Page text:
One of Viviennestyle's commenters lamented the lack of thrift shops in her European home. I left a brief comment about my observations in France, where I was lucky enough--owing to perhaps over-extreme frugality--to spend some weeks this summer and the one before. Unlike in the USA and in Great Britain, where there is an established tradition of charity shops, France seems to boast only the occasional uber-pricy designer resale store, snobbier than any retail environment I have ever experienced.
In Paris I witnessed an amazing eco-system. On our evening walks, we would see people assiduously going through garbage cans. Some had little wheelie carts in which they amassed food. One sight from this past summer: an old woman with a full cart, sitting on a stoop, shelling beans. I noticed that people often waited till dusk to put out their garbage, carefully laying nice clothing and linens at the top. I walked by a wonderful trove (this is what I mentioned in my comment chez Vivienne) containing a lined classic wool skirt, a vintage Persian lamb jacket, and a pair of Doc Martens. This stuff was so nice that I sent Mr FS out to make sure it had been taken before the trucks came: he reported that all was gone!
We also saw interesting furniture. Mr FS lamented the fact that he could not transport a great wooden door for one of his art projects. We saw an ecstatic-looking Parisian fellow--decidedly middle-class--carrying one of those circular tables with two leaves that you put against the wall. It seemed like good wood. It was missing a leaf, but it would still make a snazzy addition to a small apartment. We also saw tons of Ikea-type pressboard, but these often did not survive a night in the rain. Lots of baby equipment too.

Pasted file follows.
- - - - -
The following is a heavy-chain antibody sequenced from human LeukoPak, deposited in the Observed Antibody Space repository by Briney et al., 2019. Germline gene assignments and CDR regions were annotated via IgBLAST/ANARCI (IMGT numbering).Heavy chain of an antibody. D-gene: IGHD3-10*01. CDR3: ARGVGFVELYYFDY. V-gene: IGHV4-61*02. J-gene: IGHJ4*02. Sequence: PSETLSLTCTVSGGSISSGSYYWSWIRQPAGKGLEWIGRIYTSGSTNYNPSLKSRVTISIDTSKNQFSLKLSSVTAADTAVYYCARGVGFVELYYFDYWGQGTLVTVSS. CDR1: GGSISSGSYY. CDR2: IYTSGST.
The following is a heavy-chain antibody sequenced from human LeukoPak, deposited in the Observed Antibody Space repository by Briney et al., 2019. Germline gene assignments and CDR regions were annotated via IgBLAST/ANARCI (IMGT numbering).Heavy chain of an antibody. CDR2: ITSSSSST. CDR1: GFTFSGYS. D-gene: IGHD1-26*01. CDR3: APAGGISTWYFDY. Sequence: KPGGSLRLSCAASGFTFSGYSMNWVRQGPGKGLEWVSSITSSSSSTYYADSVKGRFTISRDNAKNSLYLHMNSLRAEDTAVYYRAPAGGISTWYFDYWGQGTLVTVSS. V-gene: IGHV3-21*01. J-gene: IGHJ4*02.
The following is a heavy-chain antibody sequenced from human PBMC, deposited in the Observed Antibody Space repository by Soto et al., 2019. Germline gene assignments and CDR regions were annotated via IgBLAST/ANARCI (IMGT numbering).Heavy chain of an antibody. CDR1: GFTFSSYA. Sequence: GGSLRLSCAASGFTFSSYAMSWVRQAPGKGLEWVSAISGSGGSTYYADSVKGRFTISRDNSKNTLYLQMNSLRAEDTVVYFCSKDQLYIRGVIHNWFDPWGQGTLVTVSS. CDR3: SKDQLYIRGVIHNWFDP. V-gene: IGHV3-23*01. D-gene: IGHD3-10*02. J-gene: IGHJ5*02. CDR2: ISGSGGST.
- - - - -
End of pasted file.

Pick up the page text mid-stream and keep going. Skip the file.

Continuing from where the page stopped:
And, of course, books. There was a giant box of books outside the Aloha Hostel right down the street from us--perhaps left by travelers? A woman and her son pulled out a lot of books. Then Mr FS and I had a look: many academic books on feminism (in French). It was about to rain, so we took a few and kept them safe. We then left them on the doorstep of the used bookstore around the corner. According to a used bookstore owner here, this is a common practice: much of his stock was gifted by kind people who hoped for a good home for their books.
I guess Mr FS and I participated in the ecosystem by moving those books. We also saw the ecosystem at work on our visit to Nimes. There we saw an ad hoc street sale where zillions of families had wares on the sidewalk. Some of these looked like established marketers, but others looked rather unofficial, e.g. the fellow with stacks and stacks of clothing and a sign that said 2 items for a euro. I spied a Max Mara blazer and some nice sweaters. I have a feeling that the piles of stuff came courtesy of the trash.
We did see some giant metal receptacles in Paris where you could deposit used clothing for charity. Of course, being French, the rules were strict: the clothing had to be freshly laundered, neatly folded, and put into a certain kind of plastic bag (i.e. not a garbage bag). No wonder people left their things on the garbage cans!
Oh, the Vuitton bag. Yes, it is authentic. I got it from the sidewalk. Someone left it. There was nothing in it, save an invitation to a private fashion show. Perhaps the original owner left the bag so that it could be filled with some of the wares left atop the garbage can next to it. Readers, I took it. It is my souvenir. It is, of course, a shopping bag.
It now sits in my study filled with student work from last semester. It is a big and sturdy bag. I love it.